‘Having read the report, it is clear that outlawing dowry is not going to help as it is an entrenched cultural practice in many parts of the world. It is the dowry abuse that we must focus on’, says Julian Hill MP from Bruce and a strong activist against dowry abuse.
Attending the second dowry abuse summit in UNSW Sydney on Friday the 22nd Feb, Julian Hill MP told SBS Punjabi, ‘Dowry is supposed to be a cultural practice where the bride’s family give gifts before and after the wedding. But the demands increase manifolds which impact vulnerable women plus the broader community’.
‘It becomes abusive when the gift-giving is taken for granted. It becomes kind of extortion where the demands increase both before and after the wedding and lead to family violence and sometimes to murders and suicides.’
Julian Hill MP believes, ‘The Senate enquiry report into dowry abuse is an extremely important step to have a nationally consistent approach to tackle this issue. I have read the report and agree with the findings that there is no need to replicate the laws that some countries already have in place, for example, in India. These laws have proved both ineffective as well as subject of misuse and false complaints’.
‘I would like to see the recommendations implemented by all states and territories as soon as possible and recognize dowry abuse as a form of economic family violence’.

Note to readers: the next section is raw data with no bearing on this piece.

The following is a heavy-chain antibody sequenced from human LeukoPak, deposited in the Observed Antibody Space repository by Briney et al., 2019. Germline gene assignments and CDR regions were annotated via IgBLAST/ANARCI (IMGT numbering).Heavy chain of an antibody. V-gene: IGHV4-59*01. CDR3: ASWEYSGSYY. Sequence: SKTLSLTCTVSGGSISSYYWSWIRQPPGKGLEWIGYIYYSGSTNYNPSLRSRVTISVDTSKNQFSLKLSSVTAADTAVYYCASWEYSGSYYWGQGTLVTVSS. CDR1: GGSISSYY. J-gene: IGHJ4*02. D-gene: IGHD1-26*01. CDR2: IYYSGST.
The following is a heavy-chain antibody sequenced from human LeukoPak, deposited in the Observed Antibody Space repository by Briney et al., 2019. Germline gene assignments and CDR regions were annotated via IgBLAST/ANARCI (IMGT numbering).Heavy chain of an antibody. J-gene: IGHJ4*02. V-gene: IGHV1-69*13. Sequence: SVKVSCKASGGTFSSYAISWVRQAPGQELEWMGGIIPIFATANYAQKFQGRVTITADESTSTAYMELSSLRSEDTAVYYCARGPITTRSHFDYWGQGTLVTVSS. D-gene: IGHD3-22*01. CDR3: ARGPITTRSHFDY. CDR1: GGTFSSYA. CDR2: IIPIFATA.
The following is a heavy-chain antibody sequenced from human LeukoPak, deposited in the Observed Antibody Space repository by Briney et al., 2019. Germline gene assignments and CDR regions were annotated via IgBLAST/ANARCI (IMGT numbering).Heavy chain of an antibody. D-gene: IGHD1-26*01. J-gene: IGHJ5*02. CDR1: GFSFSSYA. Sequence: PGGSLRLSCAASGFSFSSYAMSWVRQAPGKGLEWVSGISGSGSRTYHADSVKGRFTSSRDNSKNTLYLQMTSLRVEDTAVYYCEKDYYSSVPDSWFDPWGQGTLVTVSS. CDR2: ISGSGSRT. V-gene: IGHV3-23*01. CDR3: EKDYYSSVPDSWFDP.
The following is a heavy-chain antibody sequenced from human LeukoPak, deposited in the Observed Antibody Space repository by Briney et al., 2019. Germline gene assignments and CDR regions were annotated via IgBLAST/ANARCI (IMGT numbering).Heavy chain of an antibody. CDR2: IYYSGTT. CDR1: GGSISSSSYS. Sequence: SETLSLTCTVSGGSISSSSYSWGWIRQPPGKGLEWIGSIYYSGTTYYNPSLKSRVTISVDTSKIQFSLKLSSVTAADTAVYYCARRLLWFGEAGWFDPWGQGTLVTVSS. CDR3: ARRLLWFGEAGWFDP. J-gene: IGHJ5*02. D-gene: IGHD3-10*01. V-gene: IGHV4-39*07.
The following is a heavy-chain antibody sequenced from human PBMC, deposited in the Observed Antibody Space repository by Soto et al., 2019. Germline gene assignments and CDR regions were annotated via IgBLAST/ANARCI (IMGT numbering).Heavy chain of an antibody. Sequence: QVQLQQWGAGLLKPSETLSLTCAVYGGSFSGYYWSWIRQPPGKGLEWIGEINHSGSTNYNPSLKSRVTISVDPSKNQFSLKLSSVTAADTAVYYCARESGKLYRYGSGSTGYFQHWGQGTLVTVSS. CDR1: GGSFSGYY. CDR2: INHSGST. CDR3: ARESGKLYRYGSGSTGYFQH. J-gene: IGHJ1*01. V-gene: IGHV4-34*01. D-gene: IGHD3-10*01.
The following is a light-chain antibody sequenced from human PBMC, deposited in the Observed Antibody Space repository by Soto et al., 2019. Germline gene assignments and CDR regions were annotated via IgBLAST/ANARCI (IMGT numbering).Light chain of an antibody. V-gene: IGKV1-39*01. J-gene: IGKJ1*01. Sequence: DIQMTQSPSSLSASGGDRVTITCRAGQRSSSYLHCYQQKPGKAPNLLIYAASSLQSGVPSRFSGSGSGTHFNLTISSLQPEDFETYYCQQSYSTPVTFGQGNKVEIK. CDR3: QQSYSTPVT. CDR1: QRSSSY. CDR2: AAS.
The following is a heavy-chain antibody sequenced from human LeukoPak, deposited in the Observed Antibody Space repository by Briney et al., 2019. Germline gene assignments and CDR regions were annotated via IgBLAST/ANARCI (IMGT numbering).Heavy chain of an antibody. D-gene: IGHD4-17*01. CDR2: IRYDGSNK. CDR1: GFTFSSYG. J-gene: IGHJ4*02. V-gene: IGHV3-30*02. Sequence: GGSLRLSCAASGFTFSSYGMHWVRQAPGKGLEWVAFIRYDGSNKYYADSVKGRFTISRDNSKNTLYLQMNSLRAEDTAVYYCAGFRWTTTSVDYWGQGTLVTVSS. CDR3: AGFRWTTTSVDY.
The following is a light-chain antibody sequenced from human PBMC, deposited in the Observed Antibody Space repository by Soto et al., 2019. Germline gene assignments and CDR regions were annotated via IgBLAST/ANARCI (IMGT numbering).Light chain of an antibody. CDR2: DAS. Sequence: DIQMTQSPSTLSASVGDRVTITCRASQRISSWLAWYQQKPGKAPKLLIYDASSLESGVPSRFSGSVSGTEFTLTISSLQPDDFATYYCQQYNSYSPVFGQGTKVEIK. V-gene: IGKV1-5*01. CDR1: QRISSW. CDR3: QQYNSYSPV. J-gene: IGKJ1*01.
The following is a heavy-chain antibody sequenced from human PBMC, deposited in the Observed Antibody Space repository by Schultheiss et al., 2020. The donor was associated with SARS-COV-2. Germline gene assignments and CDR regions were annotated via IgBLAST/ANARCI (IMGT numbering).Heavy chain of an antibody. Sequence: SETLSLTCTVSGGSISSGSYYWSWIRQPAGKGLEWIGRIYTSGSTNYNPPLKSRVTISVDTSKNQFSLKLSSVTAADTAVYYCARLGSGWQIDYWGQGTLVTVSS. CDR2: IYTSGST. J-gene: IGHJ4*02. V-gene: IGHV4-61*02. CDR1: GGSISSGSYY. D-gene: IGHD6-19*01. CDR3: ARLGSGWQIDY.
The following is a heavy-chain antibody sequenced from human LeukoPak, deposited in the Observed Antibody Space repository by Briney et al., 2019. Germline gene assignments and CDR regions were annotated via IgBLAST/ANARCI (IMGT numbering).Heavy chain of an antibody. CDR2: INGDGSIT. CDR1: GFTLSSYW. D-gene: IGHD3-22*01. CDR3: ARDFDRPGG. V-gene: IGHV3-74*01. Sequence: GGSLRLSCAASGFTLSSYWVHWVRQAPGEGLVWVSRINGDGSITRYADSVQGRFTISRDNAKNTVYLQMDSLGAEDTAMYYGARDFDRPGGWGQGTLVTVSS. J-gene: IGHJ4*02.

Seminars into dowry abuse help generate awareness in the communities about the help that is available and about the service providers and the advocates. They also help in putting pressures on all political parties and the parliamentarians to accept this report and implement the recommendations.
Julian Hill MP said, ‘There is another growing issue in some parts of the world known as abandoned brides. Some men sponsor a woman, extract the dowry, get visa cancelled and send the brides back to ruin their lives. We need to look into the Australian Migration system so that the men abusing their wives time and again should be named and shamed. There must be a dialogue between the governments to stop this issue as well’.
Ex-premier of Victoria Mr Ted Baillieu who also attending the dowry abuse summit agrees with the sentiments of Mr Hill, saying, ‘In Victoria, we have ensured that the abuse of coercive dowry that leads to family violence is a crime and is therefore outlawed. The message to all other states is that it can be done and no one should tolerate this sort of family violence’.
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